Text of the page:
20

Try mixing hoisin or miso into low-sodium soy sauce. From one of my favorite bloggers, Smitten Kitchen, "I often see low-sodium soy sauce suggested as an alternative but I’m not convinced it’s a fair swap. There’s something more caramelized and fermented in the fish sauce that you’d miss. If you feel like playing around, I might whisk some additional ...


20

This article indicates that it's probably gall bladder bile: The gall bladder [...] sometimes [...] breaks even when you are cleaning the fish very carefully and close to the skin. If the gall bladder is broken, the greenish yellow biliary fluid pours immediately out into the inside of the fish and starts to absorb into the meat. The meat becomes bitter. ...


19

As a rule of thumb for a whole fish, and not a fillet - the gills should be bright red the skin/scales should be bright and shiny like metal this fish shouldn't really smell of anything except 'watery' the flesh should rebound quickly when pressed the eyes should be bright and clear really fresh fish is also quite slimey to touch if it's straight out of ...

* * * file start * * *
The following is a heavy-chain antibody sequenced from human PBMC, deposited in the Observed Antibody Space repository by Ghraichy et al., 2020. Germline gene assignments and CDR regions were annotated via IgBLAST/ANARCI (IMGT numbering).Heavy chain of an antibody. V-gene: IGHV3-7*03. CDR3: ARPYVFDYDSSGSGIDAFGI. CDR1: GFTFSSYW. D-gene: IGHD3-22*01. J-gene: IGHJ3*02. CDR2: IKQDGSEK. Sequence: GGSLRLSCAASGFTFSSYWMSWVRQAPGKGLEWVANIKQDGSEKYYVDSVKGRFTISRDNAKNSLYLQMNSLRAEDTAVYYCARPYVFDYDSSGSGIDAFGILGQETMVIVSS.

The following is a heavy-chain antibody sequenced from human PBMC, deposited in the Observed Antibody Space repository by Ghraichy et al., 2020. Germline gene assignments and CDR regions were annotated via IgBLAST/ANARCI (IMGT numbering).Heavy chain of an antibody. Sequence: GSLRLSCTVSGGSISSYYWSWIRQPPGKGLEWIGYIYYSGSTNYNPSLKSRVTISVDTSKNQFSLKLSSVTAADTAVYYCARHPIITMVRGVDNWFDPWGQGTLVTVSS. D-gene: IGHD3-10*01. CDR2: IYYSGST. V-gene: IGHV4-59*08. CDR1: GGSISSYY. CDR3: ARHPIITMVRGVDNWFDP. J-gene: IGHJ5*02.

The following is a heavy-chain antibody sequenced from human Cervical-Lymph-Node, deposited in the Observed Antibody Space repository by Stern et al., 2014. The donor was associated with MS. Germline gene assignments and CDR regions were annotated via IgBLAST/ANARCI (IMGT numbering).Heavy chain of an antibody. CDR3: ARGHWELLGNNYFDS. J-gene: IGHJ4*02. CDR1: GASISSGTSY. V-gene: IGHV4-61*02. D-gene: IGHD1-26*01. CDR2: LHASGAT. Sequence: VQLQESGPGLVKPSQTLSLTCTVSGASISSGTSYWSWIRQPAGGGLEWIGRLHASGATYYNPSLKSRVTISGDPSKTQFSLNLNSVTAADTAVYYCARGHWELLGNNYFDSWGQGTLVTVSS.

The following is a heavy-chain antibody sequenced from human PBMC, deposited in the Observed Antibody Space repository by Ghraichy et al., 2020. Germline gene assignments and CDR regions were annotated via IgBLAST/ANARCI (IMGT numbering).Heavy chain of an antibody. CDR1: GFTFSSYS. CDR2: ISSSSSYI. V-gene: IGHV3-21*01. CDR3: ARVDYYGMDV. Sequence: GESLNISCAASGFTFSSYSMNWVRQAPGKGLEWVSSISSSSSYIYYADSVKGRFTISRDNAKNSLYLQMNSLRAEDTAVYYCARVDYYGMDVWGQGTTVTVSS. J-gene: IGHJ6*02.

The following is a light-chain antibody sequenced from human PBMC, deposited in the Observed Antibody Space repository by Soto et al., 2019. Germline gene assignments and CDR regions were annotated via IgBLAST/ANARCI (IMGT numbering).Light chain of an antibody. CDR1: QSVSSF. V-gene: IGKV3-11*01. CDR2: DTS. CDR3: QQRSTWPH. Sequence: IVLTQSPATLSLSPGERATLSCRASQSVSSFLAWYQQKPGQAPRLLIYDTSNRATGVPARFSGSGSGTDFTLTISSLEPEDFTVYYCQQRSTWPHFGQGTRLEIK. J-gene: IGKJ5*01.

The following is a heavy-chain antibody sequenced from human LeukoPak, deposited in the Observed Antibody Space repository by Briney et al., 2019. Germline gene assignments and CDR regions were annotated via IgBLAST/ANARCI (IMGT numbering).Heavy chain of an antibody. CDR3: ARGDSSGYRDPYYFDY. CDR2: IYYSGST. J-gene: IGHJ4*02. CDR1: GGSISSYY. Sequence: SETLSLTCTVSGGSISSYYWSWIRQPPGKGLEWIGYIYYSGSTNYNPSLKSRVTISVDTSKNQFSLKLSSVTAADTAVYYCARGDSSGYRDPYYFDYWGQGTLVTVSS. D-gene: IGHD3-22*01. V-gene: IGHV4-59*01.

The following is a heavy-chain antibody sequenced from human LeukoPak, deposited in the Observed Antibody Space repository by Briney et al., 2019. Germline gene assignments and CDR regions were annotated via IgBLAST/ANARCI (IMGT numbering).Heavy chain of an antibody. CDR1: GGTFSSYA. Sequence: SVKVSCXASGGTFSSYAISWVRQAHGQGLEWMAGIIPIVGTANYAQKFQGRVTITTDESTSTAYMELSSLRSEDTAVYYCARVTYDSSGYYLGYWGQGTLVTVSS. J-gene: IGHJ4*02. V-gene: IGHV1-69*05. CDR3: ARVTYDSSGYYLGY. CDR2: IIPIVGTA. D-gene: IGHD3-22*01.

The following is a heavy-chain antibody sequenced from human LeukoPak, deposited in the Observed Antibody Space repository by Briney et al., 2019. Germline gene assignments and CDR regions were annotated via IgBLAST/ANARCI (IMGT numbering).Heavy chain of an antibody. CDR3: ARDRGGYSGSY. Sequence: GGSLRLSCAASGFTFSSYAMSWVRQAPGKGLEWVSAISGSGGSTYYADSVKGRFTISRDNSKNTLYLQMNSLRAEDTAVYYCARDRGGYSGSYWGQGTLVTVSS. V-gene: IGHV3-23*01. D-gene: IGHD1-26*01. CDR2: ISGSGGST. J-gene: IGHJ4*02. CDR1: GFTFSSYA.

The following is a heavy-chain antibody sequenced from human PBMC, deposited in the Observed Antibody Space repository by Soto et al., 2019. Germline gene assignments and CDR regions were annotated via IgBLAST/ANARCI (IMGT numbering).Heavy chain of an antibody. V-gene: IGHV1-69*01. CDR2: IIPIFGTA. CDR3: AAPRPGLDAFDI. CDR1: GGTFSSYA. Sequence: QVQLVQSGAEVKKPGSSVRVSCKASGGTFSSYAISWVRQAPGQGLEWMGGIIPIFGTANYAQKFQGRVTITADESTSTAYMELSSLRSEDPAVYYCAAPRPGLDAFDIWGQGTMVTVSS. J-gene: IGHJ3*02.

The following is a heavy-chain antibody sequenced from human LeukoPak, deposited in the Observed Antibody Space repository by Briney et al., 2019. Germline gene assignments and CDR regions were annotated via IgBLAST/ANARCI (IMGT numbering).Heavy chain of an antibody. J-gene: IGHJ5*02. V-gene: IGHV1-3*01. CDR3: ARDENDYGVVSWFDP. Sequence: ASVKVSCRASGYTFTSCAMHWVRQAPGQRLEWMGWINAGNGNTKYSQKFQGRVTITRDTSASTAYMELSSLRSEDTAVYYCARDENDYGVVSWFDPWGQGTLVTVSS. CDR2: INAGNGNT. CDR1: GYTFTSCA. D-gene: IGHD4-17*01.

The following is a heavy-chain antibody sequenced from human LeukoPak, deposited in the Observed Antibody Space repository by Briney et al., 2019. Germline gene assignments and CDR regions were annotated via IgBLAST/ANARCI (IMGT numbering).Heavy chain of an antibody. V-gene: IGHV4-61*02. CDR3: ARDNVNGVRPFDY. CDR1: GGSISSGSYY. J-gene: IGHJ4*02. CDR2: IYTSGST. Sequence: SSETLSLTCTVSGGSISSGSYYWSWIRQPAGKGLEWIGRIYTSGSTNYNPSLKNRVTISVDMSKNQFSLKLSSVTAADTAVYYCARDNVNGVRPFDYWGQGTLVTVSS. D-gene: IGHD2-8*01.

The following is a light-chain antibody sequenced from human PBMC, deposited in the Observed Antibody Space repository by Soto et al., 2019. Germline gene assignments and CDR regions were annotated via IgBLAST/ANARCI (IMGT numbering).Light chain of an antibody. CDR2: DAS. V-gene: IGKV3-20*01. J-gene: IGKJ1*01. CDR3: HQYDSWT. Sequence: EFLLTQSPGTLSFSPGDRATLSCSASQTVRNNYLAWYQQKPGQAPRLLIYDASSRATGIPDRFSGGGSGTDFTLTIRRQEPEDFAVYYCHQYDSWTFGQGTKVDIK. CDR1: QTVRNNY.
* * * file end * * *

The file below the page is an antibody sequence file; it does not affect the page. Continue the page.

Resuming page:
18

You should never eat freshwater fish in raw preparations. Freshwater fish are far more likely to have nasty parasites such as the lung fluke, that can only be killed by cooking. There is a slew of other nasty beasts that can be harmful if not killed. Unless you want to end up on an episode of Monsters Inside Me, stay away.


18

Oh yes. Different people use different categories, no one system is canon, but this bit from Cooking Light is helpful; I wouldn't hesitate to substitute within these categories. Dark and oil rich: anchovies, bluefin tuna, grey mullet, herring, mackerel (Atlantic, Boston, or King), Salmon, farmed or King (Chinook), sardines, skipjack tuna White, ...